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Never give up on a dream just because of the time it will take to accomplish it. The time will pass anyway
~Earl Nightingale

Sometimes it seem like it will take forever to “become a developer”. Especially when comparing oneself to others in the industry. Or when good ole imposter syndrome rears it’s ugly head and self doubt chips away at your confidence.

Now you too may be wondering at what point does one become a developer? Is it after completing 10,000 hours (or 10 years) of practice? Or do you become a developer when you start believing you are.  Can we fake it until we make it?

The answer is all too simple! You will finally become a developer after you convince yourself that you are. Because if you don’t believe in yourself how can you inspire confidence in anyone else?

The truth is as developers we  never quite finish learning. We are lifetime learners. All that’s required is one part passion and one parts dedication. And of course a commitment to keep learning. So when imposter syndrome sets in or when you face a road block in your path just keep going. And remember it’s the journey that’s important not the destination.

The Pomodoro Technique

There is a growing epidemic among us…the disease of procrastination.  We all do it, probably without even realizing it. For some it  has become almost second nature. I  have suffered from this malady on more than one occasion. Handling the tenancy to procrastinate can be quite the feat, but it does not have to be. Realizing why we procrastinate is the first step in treating this affliction.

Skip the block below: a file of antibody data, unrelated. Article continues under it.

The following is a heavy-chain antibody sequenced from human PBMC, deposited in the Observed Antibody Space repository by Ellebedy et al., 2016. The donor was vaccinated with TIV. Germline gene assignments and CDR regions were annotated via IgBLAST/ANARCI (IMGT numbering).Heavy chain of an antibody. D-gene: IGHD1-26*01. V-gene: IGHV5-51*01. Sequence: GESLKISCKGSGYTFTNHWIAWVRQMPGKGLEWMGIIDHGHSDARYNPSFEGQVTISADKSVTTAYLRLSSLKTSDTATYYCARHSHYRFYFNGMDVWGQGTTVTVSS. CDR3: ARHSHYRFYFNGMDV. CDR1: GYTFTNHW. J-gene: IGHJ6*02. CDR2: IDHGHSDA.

The list of things we may procrastinate about is endless, but the reason is always the same: We don’t enjoy subjecting ourselves to things we consider unpleasant. The desire to procrastinate is a coping mechanism of our unconscious mind that prevents us from feeling pain. So when we don’t want to do something it’s because our brain associates that task with pain. That said, procrastinators  fall into five different categories:

The thrill-seeker  who wait to the last minute for the euphoric rush.

“…If you’re a thrill-seeker, then you procrastinate because you actually get a rush from completing things last minute. You feel that you thrive under pressure and you love the adrenaline you get from handing in work in the last possible minute. But are you accomplishing your full potential when you’re spending so little time on your projects?” Alina Vrabie, Sandglaz Blog (Follow her on Twitter)

The Avoider

“…Who may be avoiding fear of failure or even fear of success, but in either case are very concerned with what others think of them; they would rather have others think they lack effort than ability.” Alina Vrabie, Sandglaz Blog

The Indecisive Procrastinator